Diagnosis and Treatment of Headaches

Shining a New Light on Diagnosis and Treatment

Headaches are one of the most common human maladies. Among different head pain conditions, migraine stands out more prominently as through the years countless efforts have been made to understand its nature and find a cure for it.

Migraine headaches are incredibly common with an estimated 12% incidence in the general population. This means that 35 million Americans suffer from this condition. By definition, migraine is an intermittent, moderate to severe disabling headache with typical duration of 8-24 hours if left untreated. Pain is usually throbbing in nature and often affects one side of the head. It is accompanied by sensitivity to light and noise; neck pain and nausea; and characteristically forces the patient to seek shelter in a dark, quiet room for relief and comfort. In about 2.5% of migraine sufferers, the episodic migraine transforms into a chronic form and hence is referred to as chronic or transformed migraine. Many factors influence this transformation. These include; female gender, being Caucasian, increased caffeine consumption, obesity, habitual snoring, depression and/or anxiety. In chronic migraine, frequency of headaches increases to the point that the patient may suffer from 15 headache days per month. This requires a shift in headache management strategies which at times may be different from those of episodic migraines.

The hallmark of migraine is an inherent sensitivity of nerve structures in the brain stem to external triggering factors. This may include sensitivity to light, cigarette smoke, wine, aged cheese and other food ingredients. Once triggered, the nerve structures in the brain stem initiate a cascade of events and electrical impulses that travel in many different directions and also in activation of specific nerve centers such as the sphenopalatine , the Gasserian ganglion and the trigeminal nucleus caudalis. This activation results in the classical manifestations of light sensitivity, throbbing headache, neck pain, nausea and vomiting and stuffiness of the nose. The prognosis of chronic migraine is good provided secondary causes of headache (such as infections) are excluded and preventive treatment is implemented. Avoidance of triggers and modification of risk factors as described above should be addressed.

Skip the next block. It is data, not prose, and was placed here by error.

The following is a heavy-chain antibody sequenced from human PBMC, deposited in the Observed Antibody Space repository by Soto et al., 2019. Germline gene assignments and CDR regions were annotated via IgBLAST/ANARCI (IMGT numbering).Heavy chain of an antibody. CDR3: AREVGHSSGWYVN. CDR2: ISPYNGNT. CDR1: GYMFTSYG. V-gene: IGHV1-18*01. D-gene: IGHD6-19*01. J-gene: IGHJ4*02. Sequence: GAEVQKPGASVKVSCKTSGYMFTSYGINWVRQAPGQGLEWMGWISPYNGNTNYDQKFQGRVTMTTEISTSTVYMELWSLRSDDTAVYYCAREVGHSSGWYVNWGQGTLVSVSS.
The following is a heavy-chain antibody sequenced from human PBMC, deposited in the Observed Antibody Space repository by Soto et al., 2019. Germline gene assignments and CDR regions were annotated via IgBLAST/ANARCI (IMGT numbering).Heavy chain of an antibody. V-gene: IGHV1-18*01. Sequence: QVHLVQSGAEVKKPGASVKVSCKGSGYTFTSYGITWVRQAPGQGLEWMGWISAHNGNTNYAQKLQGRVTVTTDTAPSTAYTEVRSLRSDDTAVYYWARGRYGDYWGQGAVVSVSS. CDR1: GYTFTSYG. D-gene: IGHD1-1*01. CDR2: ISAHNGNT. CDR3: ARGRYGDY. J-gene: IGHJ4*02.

The most important breakthrough in headache medicine is taking an interventional approach to treatment of headaches which takes advantage of knowledge of pain generators and pain transmission pathways within the central nervous system. Armed with this invaluable weapon, pain transmission and head pain can be interrupted and or significantly diminished by minimally invasive and safe outpatient interventions in the cervical spine, occipital nerves and other nerve centers such as the sphenopalatine and the Gasserian ganglion. For example, sphenopalatine ganglion block is an extremely simple and painless procedure performed by placement of very thin cotton tip applicators (resembling a small q-tip) soaked in a local anesthetic introduced through the nose. This deactivates the sphenopalatine ganglion by simply numbing it, and interrupts the cascade of events involved in transmission of head pain in most headaches including migraine.

For more information about Headaches Diagnosis and Treatment, you may contact Dr. Benjamin Taimoorazy at Guardian Headache and Pain Management Institute, 309-808-1700, www.GuardianPainInstitute.com . This new practice is located at 2203 Eastland Drive, Suite #7, in Bloomington Illinois.



Copyright © 2015 Guardian Headache and Pain Management Institute